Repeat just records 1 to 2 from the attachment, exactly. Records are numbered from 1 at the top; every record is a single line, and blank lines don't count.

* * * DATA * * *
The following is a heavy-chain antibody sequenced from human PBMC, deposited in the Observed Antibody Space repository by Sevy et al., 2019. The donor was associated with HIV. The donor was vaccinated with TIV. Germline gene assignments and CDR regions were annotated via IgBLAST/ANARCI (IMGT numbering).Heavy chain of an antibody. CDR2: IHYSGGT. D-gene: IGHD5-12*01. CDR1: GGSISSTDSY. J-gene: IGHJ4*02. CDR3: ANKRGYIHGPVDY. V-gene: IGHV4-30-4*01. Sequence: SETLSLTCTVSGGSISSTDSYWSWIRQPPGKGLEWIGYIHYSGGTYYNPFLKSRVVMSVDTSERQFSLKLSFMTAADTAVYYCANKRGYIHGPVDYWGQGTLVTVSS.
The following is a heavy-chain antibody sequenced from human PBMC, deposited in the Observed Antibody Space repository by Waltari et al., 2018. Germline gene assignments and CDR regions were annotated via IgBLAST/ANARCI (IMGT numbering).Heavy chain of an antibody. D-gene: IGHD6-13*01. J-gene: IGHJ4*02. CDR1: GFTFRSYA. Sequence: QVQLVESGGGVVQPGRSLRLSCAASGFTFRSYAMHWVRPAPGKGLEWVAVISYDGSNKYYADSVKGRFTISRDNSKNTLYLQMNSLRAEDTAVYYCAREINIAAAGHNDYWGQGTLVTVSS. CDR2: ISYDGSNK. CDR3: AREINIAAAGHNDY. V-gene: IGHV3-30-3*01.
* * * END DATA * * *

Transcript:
The following is a heavy-chain antibody sequenced from human PBMC, deposited in the Observed Antibody Space repository by Sevy et al., 2019. The donor was associated with HIV. The donor was vaccinated with TIV. Germline gene assignments and CDR regions were annotated via IgBLAST/ANARCI (IMGT numbering).Heavy chain of an antibody. CDR2: IHYSGGT. D-gene: IGHD5-12*01. CDR1: GGSISSTDSY. J-gene: IGHJ4*02. CDR3: ANKRGYIHGPVDY. V-gene: IGHV4-30-4*01. Sequence: SETLSLTCTVSGGSISSTDSYWSWIRQPPGKGLEWIGYIHYSGGTYYNPFLKSRVVMSVDTSERQFSLKLSFMTAADTAVYYCANKRGYIHGPVDYWGQGTLVTVSS.
The following is a heavy-chain antibody sequenced from human PBMC, deposited in the Observed Antibody Space repository by Waltari et al., 2018. Germline gene assignments and CDR regions were annotated via IgBLAST/ANARCI (IMGT numbering).Heavy chain of an antibody. D-gene: IGHD6-13*01. J-gene: IGHJ4*02. CDR1: GFTFRSYA. Sequence: QVQLVESGGGVVQPGRSLRLSCAASGFTFRSYAMHWVRPAPGKGLEWVAVISYDGSNKYYADSVKGRFTISRDNSKNTLYLQMNSLRAEDTAVYYCAREINIAAAGHNDYWGQGTLVTVSS. CDR2: ISYDGSNK. CDR3: AREINIAAAGHNDY. V-gene: IGHV3-30-3*01.